REALITY: While there can be side effects, in most women they're temporary.


"Officially, the answer is no," says Dr. Palmay. A 2014 review of 49 studies found hormonal birth control had "no major effect on weight."

But Dr. Palmay says some of her patients did report weight fluctuations.

"Some women experience weight gain, and in those women I just recommend a lower dose pill," she says. "But I've never had that come up enough times where it's been a concern."

It is possible that you may experience other side effects when you start using hormonal birth control; commonly reported complaints include headaches, breast tenderness and nausea. For most women though, these side effects only last for a few months (if they persist, you should talk to your doctor). On the other hand, many also report positive side effects, such as decreased acne and reduced PMS symptoms.

MYTH: It's unsafe to be on hormones.
REALITY: For most women, hormonal birth control is perfectly safe.


There are negative side effects associated with hormonal birth control—but that doesn't necessarily mean hormones are dangerous. For most women, taking hormonal birth control is perfectly safe. However, there may be an increased risk of blood clots for some women who take the combined birth control pill, or who use the patch or vaginal ring; these methods shouldn't be used by women who smoke and are over the age of 35.

And Dr. Palmay has patients who opt for non-hormonal birth control for other reasons. "I certainly have some patients who cannot be on hormones: if you have a history of migraines that are hormonally linked, if you have a history of blood clots, if you have an intense hormone-based family history of cancer. But those patients are few and far between," she says.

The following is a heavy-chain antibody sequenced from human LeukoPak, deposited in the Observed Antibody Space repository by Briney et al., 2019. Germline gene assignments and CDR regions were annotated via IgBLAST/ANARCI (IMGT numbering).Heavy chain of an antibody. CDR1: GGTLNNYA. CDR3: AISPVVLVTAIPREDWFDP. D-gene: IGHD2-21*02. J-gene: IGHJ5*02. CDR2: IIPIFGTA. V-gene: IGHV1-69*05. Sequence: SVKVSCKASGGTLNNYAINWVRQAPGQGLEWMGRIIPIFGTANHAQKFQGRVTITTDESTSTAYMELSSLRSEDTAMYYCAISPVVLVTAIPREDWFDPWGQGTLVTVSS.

MYTH: If I take my pill at the same time every day, I don't have to worry about getting pregnant.
REALITY: Not neccessarily. No birth control works perfectly.


Contraceptives are not 100% effective, and that includes the pill. You may be a stickler for taking your pill at the exact same time each day, but it doesn't mean you can't get pregnant. There are many factors other than timing that affect the medication's effectiveness. One of the biggest factors? Our guts.

"I think it's archaic to get medicines through our digestive systems," says Dr. Palmay. "What happens if I eat something that interacts [with my birth control]? What if I wake up with diarrhea? You know, there are things that are out of my control that interfere with the absorption of the pill."

One form of birth control that doesn't rely on the digestive tract is the IUD.

"IUDs are much more effective, almost to the extent of tubal ligation. They are better at protecting [against] pregnancy," she says.

MYTH: Birth control is just for preventing pregnancy.
REALITY: Not true. Hormonal birth control is also a treatment for several other conditions.


Birth control doesn't just prevent unwanted pregnancies. Depending on the method, it also regulates your cycle, helps make periods lighter and less painful and can help with PMS and acne. It can even help women who struggle with iron deficiency—"they're not losing as much blood," Dr. Palmay explains. It's also a treatment for endometriosis and polycystic ovarian syndrome (PCOS).

MYTH: It's fine if I want to take a little break from hormonal birth control.
REALITY: You really shouldn't.